Measuring for a door is easy to do yourself if you know some door specific vocabulary and a few tricks of the trade. Follow these tips – and you won’t arrive home with a door that is too big, or too small.
Jamb – wood framework that surrounds the doorway. It does not include any trim/casing that is usually adhered to the interior/exterior wall surface to hide where the door jamb meets the sheet rock, stucco, brick, etc. The door jamb is solely the framework in which the door is set.
Door Swing Direction – left or right. This is used to determine which sides will be hinged and which will have the door knob. When you open your door away from you, the hinges will be on the side you call the direction. Hinges on the right, mean a right-hand door.
Out-Swing/ In-Swing – Most front doors are In-swing doors, meaning they open to the interior of the home. Often patio doors will swing to the exterior and are called Out-Swing. Interior doors are only identified by their swing direction.
Sweep – Usually a metal or rubber plate adhered to the bottom of the door to prevent leaks and to keep debris from entering through the gap under the door.
Weather stripping – Usually a vinyl strip around the edge of the jamb to prevent air leaks from entering through the gap between the door and the jamb.
Casing – The esthetic piece that is attached to your interior and exterior walls and door jamb to hide where the jamb meets the surface material. It should never be included in any door measurements.
Standard vs Custom sizing – The standard door height is 80″. Standard widths for interior doors are: 18, 24, 28, 30, 32, 34 & 36 inches. Standard widths for exterior doors are: 30, 32, 34 & 36 inches. Custom sizes can add substantially to the cost of your door. Standard doors can be trimmed up to 1/2″ on top, 1″ on bottom, and 1/2″ in width (1/4″ on each side).
Determine what you need.
You just want to replace your door slab. The existing jamb is in good condition and is plumb and stable. You just need to measure your existing door.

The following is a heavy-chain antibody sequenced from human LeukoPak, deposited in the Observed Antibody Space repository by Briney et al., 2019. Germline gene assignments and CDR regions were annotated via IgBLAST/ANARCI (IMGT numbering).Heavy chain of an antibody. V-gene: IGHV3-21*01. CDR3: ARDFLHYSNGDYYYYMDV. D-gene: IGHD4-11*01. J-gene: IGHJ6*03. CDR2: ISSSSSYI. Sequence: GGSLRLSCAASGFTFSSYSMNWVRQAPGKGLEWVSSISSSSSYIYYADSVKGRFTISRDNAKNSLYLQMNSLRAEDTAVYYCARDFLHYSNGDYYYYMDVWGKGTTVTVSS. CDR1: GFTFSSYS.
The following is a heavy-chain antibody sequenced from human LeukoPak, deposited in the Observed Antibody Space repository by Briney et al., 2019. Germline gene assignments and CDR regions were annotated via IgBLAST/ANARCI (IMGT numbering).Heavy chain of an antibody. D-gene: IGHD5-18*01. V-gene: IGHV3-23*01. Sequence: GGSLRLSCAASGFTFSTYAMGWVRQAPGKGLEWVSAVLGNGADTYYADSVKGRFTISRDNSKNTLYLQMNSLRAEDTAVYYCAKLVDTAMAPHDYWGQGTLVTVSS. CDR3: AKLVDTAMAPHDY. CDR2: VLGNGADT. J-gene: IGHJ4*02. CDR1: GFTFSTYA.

You have a finished opening, maybe you are exchanging a bifold door with a standard swing door. You will need a jamb and want your new door prehung.
You have a rough opening and want a prehung door to fit. If you provide your rough opening size and jamb size, we can calculate what door size you need. If this is a new build, you will want to plan your openings to fit standard size doors, thus saving the expense of custom sized doors
Now you are ready to measure.
- Draw a rough diagram of your door or opening. Mark the location of the hinges and handle/knob and you will know which way it hangs. Label it a right- or left-hand door and in-swing or out-swing just to be safe.
- Use your diagram to write your measurements. Measure carefully for a perfect fit
Just the door slab:
If you are replacing an existing door.
|WIDTH||Measure the existing door in at least three places (top, mid-point and bottom) to ensure that the door is a consistent width. For exterior doors – measure the inside of the door for In-swing doors and measure the outside of the door for Out-swing doors.|
|HEIGHT||Measure the existing door in at least 3 places (left, mid-point and right). If these measurements differ, your jamb may be warped and need replacing.|
|THICKNESS||Measure the thickness of the existing door – this is likely to be 1 3/8” (internal) or 1 3/4” (external).|
You want a Pre-hung Door.
Here are the measurements you need to order a pre-hung door:
Rough Opening. Measure the opening width between framing members and from the bottom of the sill to the top of the opening. For existing openings, you have to remove the interior trim to get accurate measurements of the rough opening.
Jamb width. Measure from the backside of the interior trim to the backside of the exterior trim . Specify this jamb width when you order your new pre-hung door. For new builds and renos: 2 x 4 construction has a jamb width of 4 9/16”. 6 x 6 construction has a jamb width of 6 9/16” and 7 x 7 construction has a jamb width of 7 ¼”. Ordering the correct jamb width guarantees that the interior trim will fit flush to the wall without adding “jamb extensions.”
And that’s it.
Bring in your sketch and we can get started on your new door!